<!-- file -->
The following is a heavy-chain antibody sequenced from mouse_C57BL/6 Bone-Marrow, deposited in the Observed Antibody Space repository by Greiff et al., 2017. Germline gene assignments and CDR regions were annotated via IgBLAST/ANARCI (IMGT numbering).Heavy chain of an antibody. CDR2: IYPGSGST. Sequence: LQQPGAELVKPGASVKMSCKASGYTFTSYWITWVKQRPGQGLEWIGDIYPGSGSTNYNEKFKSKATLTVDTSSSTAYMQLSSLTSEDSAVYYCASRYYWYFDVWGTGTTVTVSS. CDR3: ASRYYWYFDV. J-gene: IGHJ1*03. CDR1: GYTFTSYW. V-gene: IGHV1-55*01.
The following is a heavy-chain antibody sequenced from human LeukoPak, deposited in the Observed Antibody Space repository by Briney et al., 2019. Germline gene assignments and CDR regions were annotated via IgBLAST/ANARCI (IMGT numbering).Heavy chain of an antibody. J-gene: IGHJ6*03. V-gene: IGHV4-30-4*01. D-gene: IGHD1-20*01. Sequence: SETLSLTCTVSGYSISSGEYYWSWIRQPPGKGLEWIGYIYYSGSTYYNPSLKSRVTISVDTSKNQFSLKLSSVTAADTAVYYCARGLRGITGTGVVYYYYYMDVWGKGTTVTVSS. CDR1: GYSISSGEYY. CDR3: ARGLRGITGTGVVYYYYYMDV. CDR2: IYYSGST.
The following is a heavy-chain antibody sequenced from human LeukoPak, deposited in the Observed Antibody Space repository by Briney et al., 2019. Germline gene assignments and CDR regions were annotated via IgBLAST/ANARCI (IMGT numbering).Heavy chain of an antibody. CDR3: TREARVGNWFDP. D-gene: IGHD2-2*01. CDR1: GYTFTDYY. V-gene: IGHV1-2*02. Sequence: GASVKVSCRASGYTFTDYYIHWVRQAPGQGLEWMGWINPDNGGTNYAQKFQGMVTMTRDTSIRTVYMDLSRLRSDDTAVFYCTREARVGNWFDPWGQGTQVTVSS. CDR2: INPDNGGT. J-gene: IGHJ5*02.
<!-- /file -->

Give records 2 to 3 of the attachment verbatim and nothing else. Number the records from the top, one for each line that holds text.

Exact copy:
The following is a heavy-chain antibody sequenced from human LeukoPak, deposited in the Observed Antibody Space repository by Briney et al., 2019. Germline gene assignments and CDR regions were annotated via IgBLAST/ANARCI (IMGT numbering).Heavy chain of an antibody. J-gene: IGHJ6*03. V-gene: IGHV4-30-4*01. D-gene: IGHD1-20*01. Sequence: SETLSLTCTVSGYSISSGEYYWSWIRQPPGKGLEWIGYIYYSGSTYYNPSLKSRVTISVDTSKNQFSLKLSSVTAADTAVYYCARGLRGITGTGVVYYYYYMDVWGKGTTVTVSS. CDR1: GYSISSGEYY. CDR3: ARGLRGITGTGVVYYYYYMDV. CDR2: IYYSGST.
The following is a heavy-chain antibody sequenced from human LeukoPak, deposited in the Observed Antibody Space repository by Briney et al., 2019. Germline gene assignments and CDR regions were annotated via IgBLAST/ANARCI (IMGT numbering).Heavy chain of an antibody. CDR3: TREARVGNWFDP. D-gene: IGHD2-2*01. CDR1: GYTFTDYY. V-gene: IGHV1-2*02. Sequence: GASVKVSCRASGYTFTDYYIHWVRQAPGQGLEWMGWINPDNGGTNYAQKFQGMVTMTRDTSIRTVYMDLSRLRSDDTAVFYCTREARVGNWFDPWGQGTQVTVSS. CDR2: INPDNGGT. J-gene: IGHJ5*02.